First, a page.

BMC cuts developer slack to 'save money', activists feel otherwise
Going back on its earlier plan to recover charges from the developer for 'inferior quality housing units', civic body proposes letting builder construct the new ones himself
It seems all's not well with the civic body — it had proposed to recover Rs 70.66 core from Skylark Buildcon for handing over housing units of inferior quality to relocate project-affected people (PAP), but the administration has now decided to settle the issue with the developer by asking him to construct new housing units for the PAP and hand them over to the Brihanmumbai Municipal Corporation (BMC).
The PAP are those found living next to a nullah near the Shree Sai Sunder Nagar slum rehabilitation project in Worli. Twelve to 15 years back, the developer constructed ground-plus-seven storey structures having 608 flats of 225 square feet each for them free of cost on a vacant plot in Lower Parel provided by the BMC. The developer, in exchange, got transfer of development rights (TDR).
Under the DCR (Development Control Rules) 33 (10), developers are given TDR for building permanent accommodation to cross-subsidise the scheme. But when the estate department inspected the properties, it claimed that instead of constructing RCC (reinforced cement concrete) structures, the firm had erected steel ones. A couple of years back, these were pulled down on the ground that they were in a bad condition and not fit for habitation.
In 2016, BMC asked the developer to pay Rs 70.66 crore for flouting contract norms. "A letter mentioning Rs 70.66 crore as charges was even forwarded to the Slum Rehabilitation Authority," the BMC proposal stated. The developer, however, contested the civic administration's claims, and the BMC, it appears, has meekly accepted his arguments. The proposal is now on the improvement committee's agenda. The meeting was scheduled on November 20 but had to be adjourned after the death of Union minister Ananth Kumar on November 12.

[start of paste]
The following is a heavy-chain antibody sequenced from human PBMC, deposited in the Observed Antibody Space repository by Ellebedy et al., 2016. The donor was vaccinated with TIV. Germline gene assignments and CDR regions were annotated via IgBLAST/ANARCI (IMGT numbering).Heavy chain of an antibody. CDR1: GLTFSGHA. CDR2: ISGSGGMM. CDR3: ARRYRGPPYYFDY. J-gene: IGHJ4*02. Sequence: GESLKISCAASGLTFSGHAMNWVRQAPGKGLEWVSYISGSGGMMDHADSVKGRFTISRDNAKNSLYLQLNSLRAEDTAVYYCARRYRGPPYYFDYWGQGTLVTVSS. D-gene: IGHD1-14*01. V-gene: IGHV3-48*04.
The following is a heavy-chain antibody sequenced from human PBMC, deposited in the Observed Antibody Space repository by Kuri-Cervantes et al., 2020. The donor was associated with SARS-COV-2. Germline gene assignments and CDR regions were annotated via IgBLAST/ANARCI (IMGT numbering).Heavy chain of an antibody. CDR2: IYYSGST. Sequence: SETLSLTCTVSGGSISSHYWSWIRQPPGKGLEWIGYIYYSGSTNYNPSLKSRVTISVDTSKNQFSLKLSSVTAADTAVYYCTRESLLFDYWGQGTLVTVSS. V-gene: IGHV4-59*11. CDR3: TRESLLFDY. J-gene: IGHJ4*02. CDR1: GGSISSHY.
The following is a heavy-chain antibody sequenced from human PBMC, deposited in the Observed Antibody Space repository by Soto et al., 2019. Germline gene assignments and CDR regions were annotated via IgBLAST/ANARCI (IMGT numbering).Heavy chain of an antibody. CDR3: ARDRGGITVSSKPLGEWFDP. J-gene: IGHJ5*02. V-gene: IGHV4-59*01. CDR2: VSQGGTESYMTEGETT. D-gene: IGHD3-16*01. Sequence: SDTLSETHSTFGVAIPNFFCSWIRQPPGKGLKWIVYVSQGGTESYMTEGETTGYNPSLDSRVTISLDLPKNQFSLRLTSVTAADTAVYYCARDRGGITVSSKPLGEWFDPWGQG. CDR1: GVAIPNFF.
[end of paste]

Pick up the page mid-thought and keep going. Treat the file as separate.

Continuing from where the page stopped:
Skylark Buildcon Private is owned by Sudhakar Shetty and his family members. Shetty is known for his good equations with political leaders across party lines. Speaking to mid-day, Shetty refuted all charges. "The structure was made of steel. It cannot get damaged. It is the families on the premises who damaged it," he said, further claiming that even BMC's calculation to arrive at Rs 70.66 crore was wrong. "I explained that to civic officials and they agreed with me. Hence, we have now been asked to construct new housing units of 300 square feet each."
According to Shetty, new units will be ground-plus-15 storey structures. "The new structures will be made from RCC; if maintained properly, these will last for at least 40 years, if not more. The buildings will be ready in two to three years, and till then, our firm will pay an annual rent of nearly Rs 1.25 crore," he added.
Housing activists are not buying it though. They see the whole transaction as something to bail the developer out. "The construction cost of new housing units is much less than the charges BMC had planned to recover from the developer. It could have easily saved a few crores had it gone ahead with the recovery, and later, constructed new houses on its own. By not doing this, BMC is trying to help the developer," an activist said.
However, like Shetty, civic officials, too, see nothing wrong in the proposal. A senior civic official said there is no loss to the BMC. "Those who don't understand the dynamics of the construction industry may feel that BMC is losing revenue or helping the developer, but that's not the case. SRA believes it would have cost BMC a lot to construct these units. Hence, on its suggestion, the developer was offered the alternative," the official added.
Another official said, "BMC had to demolish the PAP units as they were dilapidated. It had planned to recover the cost it would have incurred on new units, but the developer is ready to build the same himself. Ultimately, what the corporation wants is housing units for the displaced, not money."
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